I'm trying to wrap my head around short selling. Online the explanations i found talk about borrowing a stock from your broker, selling it at a high price then waiting for the stock to drop in price and buying it back for that low price, so you can return the stock to its original owners and pocket the difference, this i get. my question is, how can you sell something that you borrowed, how can you sell something that is not yours. like for example if i borrowed my friends car, i can't sell it because i wouldn't have the pink slip, so how can i sell stocks that i don't own? Thanks in advance.
If you had an agreement with your friend such that you could bring back a substantially similar car, you could sell the car and return a different one to him. The nature of shares of stock is that, within the specified class, they are the same. It's a fungible commodity like one pound of sand or a dollar bill. The owner doesn't care which share is returned as long as a share is returned.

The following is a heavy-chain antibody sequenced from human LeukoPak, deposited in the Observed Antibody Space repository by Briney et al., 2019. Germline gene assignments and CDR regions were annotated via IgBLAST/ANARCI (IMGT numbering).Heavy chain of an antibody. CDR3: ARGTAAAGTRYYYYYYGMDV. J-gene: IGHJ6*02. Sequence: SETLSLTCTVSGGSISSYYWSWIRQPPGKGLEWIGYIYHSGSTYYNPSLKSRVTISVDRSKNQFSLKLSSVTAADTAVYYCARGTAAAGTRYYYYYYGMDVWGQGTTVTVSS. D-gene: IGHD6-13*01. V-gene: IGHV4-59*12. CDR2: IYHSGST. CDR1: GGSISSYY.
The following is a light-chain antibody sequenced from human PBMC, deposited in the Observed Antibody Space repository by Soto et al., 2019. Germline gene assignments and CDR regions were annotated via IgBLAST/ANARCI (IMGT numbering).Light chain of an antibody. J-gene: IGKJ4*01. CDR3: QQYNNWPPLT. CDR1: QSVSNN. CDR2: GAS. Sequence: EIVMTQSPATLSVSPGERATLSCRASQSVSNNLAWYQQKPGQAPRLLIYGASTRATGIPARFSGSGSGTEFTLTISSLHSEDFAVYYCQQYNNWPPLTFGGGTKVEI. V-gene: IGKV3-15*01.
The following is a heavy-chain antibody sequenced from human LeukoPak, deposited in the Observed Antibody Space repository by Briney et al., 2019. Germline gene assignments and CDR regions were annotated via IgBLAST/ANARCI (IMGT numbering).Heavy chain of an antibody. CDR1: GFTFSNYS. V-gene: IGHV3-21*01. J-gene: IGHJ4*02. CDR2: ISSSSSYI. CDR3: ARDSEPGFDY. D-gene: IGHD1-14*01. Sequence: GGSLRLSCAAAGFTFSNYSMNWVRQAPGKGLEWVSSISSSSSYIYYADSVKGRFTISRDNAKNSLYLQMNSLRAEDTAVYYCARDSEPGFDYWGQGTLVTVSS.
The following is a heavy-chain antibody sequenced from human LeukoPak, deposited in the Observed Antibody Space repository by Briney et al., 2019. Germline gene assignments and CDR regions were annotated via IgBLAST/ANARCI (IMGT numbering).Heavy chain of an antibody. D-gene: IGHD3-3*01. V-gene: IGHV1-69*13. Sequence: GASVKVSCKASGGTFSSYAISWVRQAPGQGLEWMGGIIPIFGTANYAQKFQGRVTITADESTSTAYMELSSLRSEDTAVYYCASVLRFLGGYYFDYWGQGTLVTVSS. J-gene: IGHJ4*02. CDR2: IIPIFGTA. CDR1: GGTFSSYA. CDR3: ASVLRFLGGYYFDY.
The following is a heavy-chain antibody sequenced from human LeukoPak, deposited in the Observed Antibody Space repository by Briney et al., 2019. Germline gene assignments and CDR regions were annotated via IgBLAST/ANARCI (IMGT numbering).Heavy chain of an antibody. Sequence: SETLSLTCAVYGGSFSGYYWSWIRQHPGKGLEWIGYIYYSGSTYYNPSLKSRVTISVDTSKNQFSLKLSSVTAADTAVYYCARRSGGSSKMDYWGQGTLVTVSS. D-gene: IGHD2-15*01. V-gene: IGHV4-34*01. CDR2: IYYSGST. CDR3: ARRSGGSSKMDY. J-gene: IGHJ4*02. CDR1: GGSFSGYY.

I'm sure there's a paragraph in your brokerage account terms of service eluding to the possibility of your shares being included in short sale transactions.
The original owner of the shares can pledge their shares to be short, and they earn interest from lending their shares.
The conditions of this arrangement are detailed in standard agreements all market participants sign with their broker, or clearinghouse, or with the exchange, or with the self regulatory agency.
Stocks within the same class are identical, despite someone's sentiment to an old share certificate that their grandparents gave them, and as such can be sold and returned to the beneficial owner multiple times with no difference.
That is how it is supposed to work anyway, as naked shorting involves selling fictional shares that have no beneficial owner. So there are market inefficiencies in this practice, but the agreements between market participants are sound and answers your question about how.
My take on this is that with any short-selling contract you are engaging in, at a specified time in the future you will need to transfer ownership of the item(s) you sold to the buyer.
Whether you own the item(s) or in your case you will buy your friend's used car in the meantime (or dig enough gold out of the ground - in the case of hedging a commodity exposure) is a matter of "trust". Hence there is normally some form of margin or credit-line involved to cover for you failing to deliver on expiry.